When asked by Senator Dianne Feinstein about her understanding of Congressional authority as given by the Constitution, the judge said: ‘With respect to any laws respecting your Congressional powers, I would presume that anything that you all are doing is constitutional and would approach it with that mindset, knowing that you would only enact laws that you have had due deliberance over and consider deliberation over.’
With a South Carolina School of Law degree, Childs doesn’t have the Ivy League education that eight of the nine current justices hold — a breath of fresh air that advocates for her nomination tout as an advantage in making the Democratic party appear less elitist.
But despite her progressive resume, Childs revealed her view on interpreting the Constitution is more in line with who her conservative colleagues on the court would be.
The South Carolina judge has a key ally in Rep. James Clyburn (center), a longtime friend of Biden’s
Childs replied ‘no’ when asked on her nomination questionnaire whether she thought the Constitution is a ‘living’ document — meaning its interpretation cannot be changed while society changes.
Childs’ objective take is similar to how Justice Amy Coney Barrett described her ‘Originalist’ interpretation of the nation’s laws.
But her husband, Floyd Angus, is a Democrat donor like Jackson’s — filings show he gave Obama $250 in 2008 and doubled the contribution in 2012.
California Supreme Court Justice Leondra Kruger
Kruger would be a younger choice at 45, and is widely seen as a moderate to liberal judge in the Golden State.
But her husband, a California-based lawyer named Brian Hauck, dives further into left wing politics. As recently as 2020 he donated $1,000 to Biden’s presidential campaign.
Hauck donated a whopping $3,800 to Obama’s first campaign between 2007 and 2008, and then worked in his Justice Department between 2009 and 2014.
Kruger was involved in the federal government as a senior lawyer for the Solicitor General’s office, though she rejected that top job twice when offered by Biden.
Kruger is the youngest prospective pick being reported at just 45 years old, though she’s already turned down Biden’s offer for Solicitor General twice
She served under Obama as acting Principal Deputy Solicitor General from May 2010 – June 2011 where she argued 12 cases in front of the Supreme Court. During her time at the Department of Justice, Kruger earned in both 2013 and 2014 the Attorney General’s Award for Exceptional Service, which is the agency’s highest employee award.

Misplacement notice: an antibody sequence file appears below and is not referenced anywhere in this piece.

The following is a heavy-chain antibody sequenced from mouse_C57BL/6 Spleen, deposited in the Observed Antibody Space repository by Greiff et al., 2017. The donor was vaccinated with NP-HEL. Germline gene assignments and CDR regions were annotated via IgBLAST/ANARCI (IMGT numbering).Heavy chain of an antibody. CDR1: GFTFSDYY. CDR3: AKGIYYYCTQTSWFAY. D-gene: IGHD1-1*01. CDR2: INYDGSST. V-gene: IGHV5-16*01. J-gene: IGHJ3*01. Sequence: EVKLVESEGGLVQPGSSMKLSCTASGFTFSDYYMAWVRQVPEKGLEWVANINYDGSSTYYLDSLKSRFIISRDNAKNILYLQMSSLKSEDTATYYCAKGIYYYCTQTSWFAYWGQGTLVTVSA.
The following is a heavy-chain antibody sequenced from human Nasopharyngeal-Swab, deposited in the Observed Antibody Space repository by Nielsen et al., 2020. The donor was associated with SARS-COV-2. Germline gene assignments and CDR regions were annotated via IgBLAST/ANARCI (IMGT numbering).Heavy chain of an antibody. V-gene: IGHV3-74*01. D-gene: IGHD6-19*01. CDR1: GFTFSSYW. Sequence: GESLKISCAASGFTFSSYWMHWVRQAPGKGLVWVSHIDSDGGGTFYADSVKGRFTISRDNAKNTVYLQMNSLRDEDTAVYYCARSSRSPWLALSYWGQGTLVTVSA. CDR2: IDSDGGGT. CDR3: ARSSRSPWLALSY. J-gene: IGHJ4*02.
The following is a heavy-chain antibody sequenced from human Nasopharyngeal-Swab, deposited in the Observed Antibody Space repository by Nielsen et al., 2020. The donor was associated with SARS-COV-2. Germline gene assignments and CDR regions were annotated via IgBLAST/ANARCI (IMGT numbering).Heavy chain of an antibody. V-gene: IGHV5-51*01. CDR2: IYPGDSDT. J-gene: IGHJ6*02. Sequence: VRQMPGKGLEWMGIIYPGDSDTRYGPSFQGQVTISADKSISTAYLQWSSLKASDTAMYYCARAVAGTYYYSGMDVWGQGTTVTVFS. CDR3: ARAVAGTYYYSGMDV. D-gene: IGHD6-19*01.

She also clerked for late Justice John Paul Stevens who served on the Supreme Court from 1975 to 2010 and died in 2019.
Kruger was also the youngest person appointed to the California Supreme Court when then-Governor Jerry Brown nominated her in 2014. On this court, Kruger has authored a few notable opinions, including banning law enforcement from searching a woman’s purse without a warrant.
Kruger also upheld a California law requiring law enforcement to collect DNA samples and fingerprints from people arrested or convicted of felony offenses.
Her more conservative approaches to criminal cases combined with her past as a private lawyer could lessen her appeal to the far-left wing of Biden’s party.
In 2005 as an attorney at WilmerHale, Kruger was part of a team that successfully defended Shell Oil Company against a $500 million judgement from a Nigerian court.
Former NAACP head Sherrilyn Ifill
The former president and director-counsel of the NAACP Legal Defense and Educational Fund announced she was stepping down from her role with the organization after nearly a decade.
Ifill began her career as an activist attorney for the NAACP before departing for a stint to teach at the University of Maryland School of Law.
Ifill, a civil rights leader, could fuel political concerns as the nominee after spending decades as a left-wing activist
Her nomination would have some support from the Congressional Black Caucus, according to Politico, but her frequent television appearances and far-left social media presence would make Ifill a target for accusations of partisanship.
Her Twitter feed is full of partisan opinions atypical for a potential Supreme Court nominee.
In one recent post she takes aim at Republicans and even moderate Democrats in defending Biden’s embattled Chief of Staff Ron Klain.
‘If you’re not talking [about] the insanity & obstruction of the President’s opponents in frustrating his agenda & those of liberal & moderate Dems, you’re doing it wrong,’ Ifill wrote.
Earlier this month the civil rights activist appeared on MSNBC where she lauded Biden’s controversial voting rights speech in Georgia, where he compared opponents of scuttling the filibuster to pass his bill to infamous racists like George Wallace and Jefferson Davis.
She said efforts to pass election security laws by GOP-led legislatures were ‘voter suppression’ measures that unfairly targeted black and brown voters.
‘The purpose of it, the design of it, is to subvert our democracy and ensure the outcome of elections is controlled by one political party,’ Ifill said.
Ifill isn’t afraid to take shots at the court she could be nominated to, either.
She claimed the Supreme Court’s decision to hear affirmative action cases against Harvard and the University of South Carolina ‘seriously threatens the nation’s ideals of equality’ in a statement published in the Harvard Gazette on Wednesday.
She could also alienate potentially necessary votes with her vocal social media presence, like this tweet taking aim at moderate Democrats — whose support she would likely need
This content was originally published here.